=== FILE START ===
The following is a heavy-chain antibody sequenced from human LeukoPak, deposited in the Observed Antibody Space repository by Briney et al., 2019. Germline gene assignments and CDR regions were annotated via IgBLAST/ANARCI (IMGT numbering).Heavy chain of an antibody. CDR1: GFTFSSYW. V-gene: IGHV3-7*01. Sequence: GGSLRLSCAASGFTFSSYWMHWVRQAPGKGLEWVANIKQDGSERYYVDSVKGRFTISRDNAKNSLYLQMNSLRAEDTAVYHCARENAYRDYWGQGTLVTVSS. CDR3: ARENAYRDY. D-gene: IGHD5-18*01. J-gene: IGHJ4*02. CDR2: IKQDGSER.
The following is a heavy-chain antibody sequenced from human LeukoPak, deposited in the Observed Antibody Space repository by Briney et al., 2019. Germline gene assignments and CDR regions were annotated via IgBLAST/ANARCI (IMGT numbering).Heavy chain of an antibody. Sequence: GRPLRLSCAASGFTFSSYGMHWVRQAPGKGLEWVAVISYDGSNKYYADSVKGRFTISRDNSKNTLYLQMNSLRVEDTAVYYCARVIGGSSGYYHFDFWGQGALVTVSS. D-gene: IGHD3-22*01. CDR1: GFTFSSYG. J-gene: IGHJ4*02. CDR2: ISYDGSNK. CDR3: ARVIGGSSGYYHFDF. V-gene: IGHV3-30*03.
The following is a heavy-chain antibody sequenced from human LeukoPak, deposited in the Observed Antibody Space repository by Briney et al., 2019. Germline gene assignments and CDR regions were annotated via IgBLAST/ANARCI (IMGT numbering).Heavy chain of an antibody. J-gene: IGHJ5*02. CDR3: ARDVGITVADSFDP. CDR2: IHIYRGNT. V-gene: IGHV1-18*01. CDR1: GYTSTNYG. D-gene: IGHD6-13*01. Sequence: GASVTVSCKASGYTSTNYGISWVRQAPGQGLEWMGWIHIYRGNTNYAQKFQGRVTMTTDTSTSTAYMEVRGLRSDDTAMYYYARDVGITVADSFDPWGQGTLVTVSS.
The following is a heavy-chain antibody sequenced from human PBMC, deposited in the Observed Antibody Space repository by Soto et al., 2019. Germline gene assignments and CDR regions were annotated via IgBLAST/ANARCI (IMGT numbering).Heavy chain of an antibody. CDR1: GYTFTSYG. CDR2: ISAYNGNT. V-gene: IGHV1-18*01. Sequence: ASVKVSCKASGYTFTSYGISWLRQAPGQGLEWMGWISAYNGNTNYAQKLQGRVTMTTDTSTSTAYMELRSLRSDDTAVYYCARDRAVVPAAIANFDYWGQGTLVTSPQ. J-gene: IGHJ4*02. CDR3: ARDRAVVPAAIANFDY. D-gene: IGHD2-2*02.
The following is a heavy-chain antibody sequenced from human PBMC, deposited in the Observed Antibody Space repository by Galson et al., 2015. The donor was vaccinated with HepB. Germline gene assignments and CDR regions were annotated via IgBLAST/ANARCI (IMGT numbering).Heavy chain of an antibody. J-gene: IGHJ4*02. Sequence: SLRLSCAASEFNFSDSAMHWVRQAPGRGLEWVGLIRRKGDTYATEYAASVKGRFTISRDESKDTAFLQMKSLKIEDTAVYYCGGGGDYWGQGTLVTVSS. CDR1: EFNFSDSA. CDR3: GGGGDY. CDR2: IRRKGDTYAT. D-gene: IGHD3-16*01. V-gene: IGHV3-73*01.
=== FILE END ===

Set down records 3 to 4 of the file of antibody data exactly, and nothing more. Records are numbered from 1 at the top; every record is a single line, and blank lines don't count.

The following is a heavy-chain antibody sequenced from human LeukoPak, deposited in the Observed Antibody Space repository by Briney et al., 2019. Germline gene assignments and CDR regions were annotated via IgBLAST/ANARCI (IMGT numbering).Heavy chain of an antibody. J-gene: IGHJ5*02. CDR3: ARDVGITVADSFDP. CDR2: IHIYRGNT. V-gene: IGHV1-18*01. CDR1: GYTSTNYG. D-gene: IGHD6-13*01. Sequence: GASVTVSCKASGYTSTNYGISWVRQAPGQGLEWMGWIHIYRGNTNYAQKFQGRVTMTTDTSTSTAYMEVRGLRSDDTAMYYYARDVGITVADSFDPWGQGTLVTVSS.
The following is a heavy-chain antibody sequenced from human PBMC, deposited in the Observed Antibody Space repository by Soto et al., 2019. Germline gene assignments and CDR regions were annotated via IgBLAST/ANARCI (IMGT numbering).Heavy chain of an antibody. CDR1: GYTFTSYG. CDR2: ISAYNGNT. V-gene: IGHV1-18*01. Sequence: ASVKVSCKASGYTFTSYGISWLRQAPGQGLEWMGWISAYNGNTNYAQKLQGRVTMTTDTSTSTAYMELRSLRSDDTAVYYCARDRAVVPAAIANFDYWGQGTLVTSPQ. J-gene: IGHJ4*02. CDR3: ARDRAVVPAAIANFDY. D-gene: IGHD2-2*02.